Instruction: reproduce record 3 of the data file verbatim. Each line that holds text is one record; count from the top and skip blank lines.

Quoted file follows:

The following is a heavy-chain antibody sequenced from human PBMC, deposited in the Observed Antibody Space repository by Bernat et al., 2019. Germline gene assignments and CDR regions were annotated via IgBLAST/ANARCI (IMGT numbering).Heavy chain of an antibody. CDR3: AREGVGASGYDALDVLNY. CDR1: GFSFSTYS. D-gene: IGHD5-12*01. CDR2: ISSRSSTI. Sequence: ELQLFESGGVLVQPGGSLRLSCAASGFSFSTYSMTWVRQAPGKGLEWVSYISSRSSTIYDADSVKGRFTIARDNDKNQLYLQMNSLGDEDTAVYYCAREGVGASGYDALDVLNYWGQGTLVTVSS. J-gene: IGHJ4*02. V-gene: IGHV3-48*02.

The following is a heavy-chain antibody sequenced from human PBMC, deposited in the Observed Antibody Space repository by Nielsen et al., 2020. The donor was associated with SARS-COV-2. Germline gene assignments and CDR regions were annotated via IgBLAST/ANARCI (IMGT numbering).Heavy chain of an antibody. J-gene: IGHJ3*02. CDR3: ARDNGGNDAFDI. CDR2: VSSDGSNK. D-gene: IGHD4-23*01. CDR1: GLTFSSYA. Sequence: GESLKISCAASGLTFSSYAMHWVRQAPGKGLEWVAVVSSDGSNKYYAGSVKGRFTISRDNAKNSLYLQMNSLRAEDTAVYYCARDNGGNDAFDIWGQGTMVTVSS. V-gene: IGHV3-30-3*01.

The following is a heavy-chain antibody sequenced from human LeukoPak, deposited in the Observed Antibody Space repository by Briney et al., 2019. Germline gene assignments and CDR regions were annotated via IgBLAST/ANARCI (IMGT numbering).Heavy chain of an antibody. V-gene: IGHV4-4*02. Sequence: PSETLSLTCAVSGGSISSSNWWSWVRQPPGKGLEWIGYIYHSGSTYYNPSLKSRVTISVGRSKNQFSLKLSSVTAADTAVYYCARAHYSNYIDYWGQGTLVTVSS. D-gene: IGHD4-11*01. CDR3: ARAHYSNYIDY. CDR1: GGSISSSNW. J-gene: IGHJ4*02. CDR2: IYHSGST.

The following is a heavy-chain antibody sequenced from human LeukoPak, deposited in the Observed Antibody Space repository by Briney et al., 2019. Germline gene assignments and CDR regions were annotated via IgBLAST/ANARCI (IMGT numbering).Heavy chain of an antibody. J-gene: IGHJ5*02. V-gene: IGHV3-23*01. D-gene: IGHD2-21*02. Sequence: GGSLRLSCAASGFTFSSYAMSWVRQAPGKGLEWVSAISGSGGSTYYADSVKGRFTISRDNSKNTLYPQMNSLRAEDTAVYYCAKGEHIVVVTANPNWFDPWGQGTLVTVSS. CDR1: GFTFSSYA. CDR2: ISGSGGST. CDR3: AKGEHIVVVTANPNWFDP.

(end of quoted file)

The following is a heavy-chain antibody sequenced from human LeukoPak, deposited in the Observed Antibody Space repository by Briney et al., 2019. Germline gene assignments and CDR regions were annotated via IgBLAST/ANARCI (IMGT numbering).Heavy chain of an antibody. V-gene: IGHV4-4*02. Sequence: PSETLSLTCAVSGGSISSSNWWSWVRQPPGKGLEWIGYIYHSGSTYYNPSLKSRVTISVGRSKNQFSLKLSSVTAADTAVYYCARAHYSNYIDYWGQGTLVTVSS. D-gene: IGHD4-11*01. CDR3: ARAHYSNYIDY. CDR1: GGSISSSNW. J-gene: IGHJ4*02. CDR2: IYHSGST.